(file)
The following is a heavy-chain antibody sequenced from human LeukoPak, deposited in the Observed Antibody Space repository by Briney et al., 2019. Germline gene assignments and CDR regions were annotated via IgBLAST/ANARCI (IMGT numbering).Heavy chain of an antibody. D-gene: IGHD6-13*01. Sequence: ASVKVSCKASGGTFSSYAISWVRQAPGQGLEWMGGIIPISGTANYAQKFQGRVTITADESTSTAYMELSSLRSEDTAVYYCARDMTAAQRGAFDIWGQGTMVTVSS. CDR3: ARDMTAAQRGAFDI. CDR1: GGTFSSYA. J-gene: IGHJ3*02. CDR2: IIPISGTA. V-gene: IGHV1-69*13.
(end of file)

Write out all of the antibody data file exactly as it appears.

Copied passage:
The following is a heavy-chain antibody sequenced from human LeukoPak, deposited in the Observed Antibody Space repository by Briney et al., 2019. Germline gene assignments and CDR regions were annotated via IgBLAST/ANARCI (IMGT numbering).Heavy chain of an antibody. D-gene: IGHD6-13*01. Sequence: ASVKVSCKASGGTFSSYAISWVRQAPGQGLEWMGGIIPISGTANYAQKFQGRVTITADESTSTAYMELSSLRSEDTAVYYCARDMTAAQRGAFDIWGQGTMVTVSS. CDR3: ARDMTAAQRGAFDI. CDR1: GGTFSSYA. J-gene: IGHJ3*02. CDR2: IIPISGTA. V-gene: IGHV1-69*13.